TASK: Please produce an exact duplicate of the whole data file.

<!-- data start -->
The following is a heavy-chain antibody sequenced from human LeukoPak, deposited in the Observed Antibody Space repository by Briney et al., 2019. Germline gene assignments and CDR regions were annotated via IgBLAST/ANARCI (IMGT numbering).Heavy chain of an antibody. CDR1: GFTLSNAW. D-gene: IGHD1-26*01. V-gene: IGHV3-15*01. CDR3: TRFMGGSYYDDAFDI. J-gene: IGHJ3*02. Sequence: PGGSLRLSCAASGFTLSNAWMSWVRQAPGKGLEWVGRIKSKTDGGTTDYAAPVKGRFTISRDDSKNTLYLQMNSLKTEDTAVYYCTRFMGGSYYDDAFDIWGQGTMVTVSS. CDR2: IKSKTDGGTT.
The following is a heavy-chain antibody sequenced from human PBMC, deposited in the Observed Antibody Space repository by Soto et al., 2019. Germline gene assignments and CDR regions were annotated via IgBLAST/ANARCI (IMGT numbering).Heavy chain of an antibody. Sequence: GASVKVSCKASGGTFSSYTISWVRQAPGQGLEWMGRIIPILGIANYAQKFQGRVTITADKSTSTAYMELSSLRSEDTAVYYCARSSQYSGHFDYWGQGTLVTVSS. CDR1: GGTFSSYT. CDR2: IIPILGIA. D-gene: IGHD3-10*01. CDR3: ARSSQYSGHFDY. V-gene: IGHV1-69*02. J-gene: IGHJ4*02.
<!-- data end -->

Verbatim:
The following is a heavy-chain antibody sequenced from human LeukoPak, deposited in the Observed Antibody Space repository by Briney et al., 2019. Germline gene assignments and CDR regions were annotated via IgBLAST/ANARCI (IMGT numbering).Heavy chain of an antibody. CDR1: GFTLSNAW. D-gene: IGHD1-26*01. V-gene: IGHV3-15*01. CDR3: TRFMGGSYYDDAFDI. J-gene: IGHJ3*02. Sequence: PGGSLRLSCAASGFTLSNAWMSWVRQAPGKGLEWVGRIKSKTDGGTTDYAAPVKGRFTISRDDSKNTLYLQMNSLKTEDTAVYYCTRFMGGSYYDDAFDIWGQGTMVTVSS. CDR2: IKSKTDGGTT.
The following is a heavy-chain antibody sequenced from human PBMC, deposited in the Observed Antibody Space repository by Soto et al., 2019. Germline gene assignments and CDR regions were annotated via IgBLAST/ANARCI (IMGT numbering).Heavy chain of an antibody. Sequence: GASVKVSCKASGGTFSSYTISWVRQAPGQGLEWMGRIIPILGIANYAQKFQGRVTITADKSTSTAYMELSSLRSEDTAVYYCARSSQYSGHFDYWGQGTLVTVSS. CDR1: GGTFSSYT. CDR2: IIPILGIA. D-gene: IGHD3-10*01. CDR3: ARSSQYSGHFDY. V-gene: IGHV1-69*02. J-gene: IGHJ4*02.